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Copenhagen Consensus Center

Bill Gates for a Day: Living Conditions of Women

Assessment Paper

By Brinda Viswanathan

Women when compared to men have benefited less during the course of economic development resulting in a lowered status of well-being for women within the house, in the workplace and the community. It is well established by now that the unequal status between men and women is not due to their biological or physiological differences but a social one connoted as gender inequality. Consequently, social reformers from time to time have attempted to remedy the deeply entrenched notions in the society about women’s position.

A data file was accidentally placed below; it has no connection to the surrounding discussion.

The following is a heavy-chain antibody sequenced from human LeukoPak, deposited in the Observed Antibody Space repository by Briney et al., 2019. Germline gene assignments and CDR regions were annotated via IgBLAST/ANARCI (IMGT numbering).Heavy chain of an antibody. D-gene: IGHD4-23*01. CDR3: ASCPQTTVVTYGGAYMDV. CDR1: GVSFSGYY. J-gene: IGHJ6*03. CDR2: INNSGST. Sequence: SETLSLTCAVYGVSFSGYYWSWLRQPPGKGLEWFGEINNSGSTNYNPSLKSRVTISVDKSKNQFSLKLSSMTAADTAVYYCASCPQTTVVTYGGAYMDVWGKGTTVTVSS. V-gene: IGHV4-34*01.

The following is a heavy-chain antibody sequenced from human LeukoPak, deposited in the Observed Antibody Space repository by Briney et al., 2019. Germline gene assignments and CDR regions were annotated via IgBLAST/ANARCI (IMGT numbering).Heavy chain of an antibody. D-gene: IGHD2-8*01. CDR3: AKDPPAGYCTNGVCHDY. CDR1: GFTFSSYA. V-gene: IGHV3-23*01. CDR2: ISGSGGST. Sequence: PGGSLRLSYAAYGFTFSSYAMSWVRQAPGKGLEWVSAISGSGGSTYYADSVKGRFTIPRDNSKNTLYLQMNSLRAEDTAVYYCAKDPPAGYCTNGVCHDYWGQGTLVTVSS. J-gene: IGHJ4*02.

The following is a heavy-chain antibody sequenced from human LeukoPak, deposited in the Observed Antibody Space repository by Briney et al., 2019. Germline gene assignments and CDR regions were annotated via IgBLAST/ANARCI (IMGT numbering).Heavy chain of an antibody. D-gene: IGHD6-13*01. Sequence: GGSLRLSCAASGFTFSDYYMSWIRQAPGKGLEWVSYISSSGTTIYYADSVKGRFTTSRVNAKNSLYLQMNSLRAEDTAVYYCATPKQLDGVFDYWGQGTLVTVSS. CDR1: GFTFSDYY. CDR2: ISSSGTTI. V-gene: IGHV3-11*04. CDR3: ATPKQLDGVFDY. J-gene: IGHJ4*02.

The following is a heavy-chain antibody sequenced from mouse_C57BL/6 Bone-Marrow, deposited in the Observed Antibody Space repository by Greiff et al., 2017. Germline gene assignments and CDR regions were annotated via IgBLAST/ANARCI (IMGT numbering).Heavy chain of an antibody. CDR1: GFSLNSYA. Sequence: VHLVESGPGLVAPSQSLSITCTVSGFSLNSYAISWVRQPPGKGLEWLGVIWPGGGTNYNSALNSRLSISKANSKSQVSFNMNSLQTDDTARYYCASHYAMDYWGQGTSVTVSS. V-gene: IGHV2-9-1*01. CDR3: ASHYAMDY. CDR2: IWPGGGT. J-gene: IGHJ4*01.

In order to alleviate the living condition of women in this broader context financial resources are necessary but not sufficient and changes in social and cultural attitudes play a very important role. The suggestions with positive outcomes on improving women’s living condition are drawn from various country level experiences wherein the use of economic instruments is fewer and the emphasis is more often on creating social and legal institutions. Under these circumstances, it may not always be possible to measure the costs and benefits of these initiatives in monetary units alone. However, an attempt is made to illustrate the likely benefits to the countries when an opportunity to reduce gender gap is put into practice given certain costs in implementing it.